If 2010 is the year you plan to finally drop a few pounds or snuff that smoking habit, your employer may offer incentives to make those resolutions stick or even pay off with lower health premiums.
More companies have started offering employees so-called wellness programs, which typically include free or discounted gym memberships, weight-loss programs or smoking cessation classes. They aim to improve the health _ and consequently, productivity _ of employees while eventually reducing medical costs the employer has to cover.
Last year, 93 percent of companies with more than 200 employees offered at least one wellness program along with regular health benefits, according to a survey by the Kaiser Family Foundation and the Health Research and Educational Trust. That's up from 88 percent in 2008.
Wellness programs can vary greatly and many offer incentives to attract workers. Even if you don't plan to participate, it may pay to carefully consider your company's program. Here are some things to think about:
Q: How do I get started with a wellness program?
A: The first place to stop for information at most companies is the human resources department. Most programs start with a health risk assessment, which usually involves a survey about your health habits and medical history. These assessments can be accompanied by a physical and tests that measure blood pressure, cholesterol levels and body mass.
Q: That's a lot of personal information. Can my employer see that and use it against me?
A: Companies must keep employee medical information confidential and separate from personnel files. Your employer cannot fire you simply because you're deemed an expensive medical risk.
Despite this safeguard, workers should still ask how wellness records are separated from personnel files and who keeps them, said Lewis Maltby, president of the National Workrights Institute, a nonprofit that monitors employee rights.
If wellness records are kept by a third-party administrator at another office, they're probably safe, he said. But if they're kept by the company, there's always a chance an executive could seek access.
"Just because it's illegal doesn't mean it doesn't happen," he said.
Also worth noting, some wellness programs may stretch the definition of the word "voluntary." Employees should read the details even if they don't plan to participate. A program may assume an employee is a smoker if that person does not say otherwise on a health risk assessment form. That means the employee pays a higher premium than co-workers who receive a discount after completing the assessment.
Q: How else is information from these programs used?
Wellness program providers give companies summaries of the health of their employee population. This helps them gauge which wellness offerings work or where they should focus.
Q: So my boss can never learn the answers I give on a health risk assessment form?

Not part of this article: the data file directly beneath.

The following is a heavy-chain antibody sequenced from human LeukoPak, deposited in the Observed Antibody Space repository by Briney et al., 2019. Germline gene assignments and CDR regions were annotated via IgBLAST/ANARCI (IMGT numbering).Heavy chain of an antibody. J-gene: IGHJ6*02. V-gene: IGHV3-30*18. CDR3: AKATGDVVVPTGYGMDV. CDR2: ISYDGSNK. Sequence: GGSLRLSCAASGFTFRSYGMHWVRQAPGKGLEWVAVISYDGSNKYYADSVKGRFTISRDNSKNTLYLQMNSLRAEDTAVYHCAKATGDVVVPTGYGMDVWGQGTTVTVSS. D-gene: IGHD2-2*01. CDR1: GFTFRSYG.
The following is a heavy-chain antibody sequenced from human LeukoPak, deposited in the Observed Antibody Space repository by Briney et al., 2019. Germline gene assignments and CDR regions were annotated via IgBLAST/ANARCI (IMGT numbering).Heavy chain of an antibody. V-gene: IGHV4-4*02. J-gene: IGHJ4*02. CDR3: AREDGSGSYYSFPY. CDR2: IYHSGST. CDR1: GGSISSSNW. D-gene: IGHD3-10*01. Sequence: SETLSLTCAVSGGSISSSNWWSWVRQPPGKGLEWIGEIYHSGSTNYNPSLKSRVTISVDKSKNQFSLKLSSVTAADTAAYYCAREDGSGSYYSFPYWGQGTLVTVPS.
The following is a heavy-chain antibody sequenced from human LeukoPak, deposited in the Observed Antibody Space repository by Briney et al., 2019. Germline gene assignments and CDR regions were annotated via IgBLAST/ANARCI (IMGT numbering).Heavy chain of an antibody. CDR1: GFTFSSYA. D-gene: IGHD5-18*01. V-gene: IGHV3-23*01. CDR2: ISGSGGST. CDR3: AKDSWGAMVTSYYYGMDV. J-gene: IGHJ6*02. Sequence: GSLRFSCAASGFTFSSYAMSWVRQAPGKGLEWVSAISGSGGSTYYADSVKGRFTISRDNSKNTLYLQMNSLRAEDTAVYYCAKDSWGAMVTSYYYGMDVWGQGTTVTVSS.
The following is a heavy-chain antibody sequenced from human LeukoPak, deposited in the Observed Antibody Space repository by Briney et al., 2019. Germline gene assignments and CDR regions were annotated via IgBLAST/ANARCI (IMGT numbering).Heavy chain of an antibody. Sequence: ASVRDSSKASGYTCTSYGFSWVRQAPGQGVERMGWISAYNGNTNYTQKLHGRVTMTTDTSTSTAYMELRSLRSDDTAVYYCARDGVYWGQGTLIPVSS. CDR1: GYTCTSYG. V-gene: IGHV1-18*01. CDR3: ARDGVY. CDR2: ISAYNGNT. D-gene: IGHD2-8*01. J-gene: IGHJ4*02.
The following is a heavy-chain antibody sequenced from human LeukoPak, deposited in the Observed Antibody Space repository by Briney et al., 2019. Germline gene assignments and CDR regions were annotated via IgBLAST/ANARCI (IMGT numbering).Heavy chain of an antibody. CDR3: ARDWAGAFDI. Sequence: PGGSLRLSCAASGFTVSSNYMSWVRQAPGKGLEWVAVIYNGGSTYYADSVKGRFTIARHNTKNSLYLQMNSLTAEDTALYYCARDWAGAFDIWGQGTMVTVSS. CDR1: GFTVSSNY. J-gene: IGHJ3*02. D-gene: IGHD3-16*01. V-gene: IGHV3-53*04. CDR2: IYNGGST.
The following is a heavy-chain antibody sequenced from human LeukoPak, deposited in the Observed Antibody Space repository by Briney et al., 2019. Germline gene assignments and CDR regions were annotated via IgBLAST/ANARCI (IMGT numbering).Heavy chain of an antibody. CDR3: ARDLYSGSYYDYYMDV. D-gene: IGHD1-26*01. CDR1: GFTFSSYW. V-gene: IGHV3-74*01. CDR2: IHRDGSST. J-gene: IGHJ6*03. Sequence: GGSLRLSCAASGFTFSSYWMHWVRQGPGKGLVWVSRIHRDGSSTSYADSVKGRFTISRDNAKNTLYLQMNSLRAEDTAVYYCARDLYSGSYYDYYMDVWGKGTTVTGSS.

A: They can learn some information if you agree to reveal it to get an incentive. For example, some employers may pay a larger share of the health insurance premium for employees who don't smoke or sign up for a smoking cessation class.
Some companies also offer incentives for employees who improve their cholesterol, blood pressure or blood glucose levels, according to StayWell Health Management, a Minnesota wellness program developer.
Q: How lucrative are the incentives?
Companies can offer premium discounts of up to 20 percent for workers who meet certain goals.
Aside from a premium discount, some companies also offer smaller deductibles, lower coinsurance payments or contributions to health savings or flexible spending accounts. Some also provide cash or gift cards.
Companies in StayWell's customer base dole out incentives valued at anywhere from $10 to $1,000 per employee annually, with the average being between $100 and $200, said David Anderson, the company's senior vice president and chief health officer.
A total of 8 percent of large firms that offer wellness benefits provide smaller worker premium payments as an incentive, according to the Kaiser study. Meanwhile, 27 percent of large companies offer gift cards, travel, merchandise or cash.
Q: Do these programs work?
A: Sixty-three percent of companies surveyed by Kaiser thought their wellness programs improved employee health and about half thought they reduced costs.
Assurant Employee Benefits started paying half the registration fee for employees who wanted to join a Weight Watchers program after the Kansas City, Mo., benefits plan marketer learned that 67 percent of its workers were overweight or obese. About 10 percent of its roughly 1,000 employees signed up and subsequently dropped an average of more than 14 pounds per person. Several employees were able to stop taking blood pressure medication after shedding extra pounds. Assurant is offering the program again this year.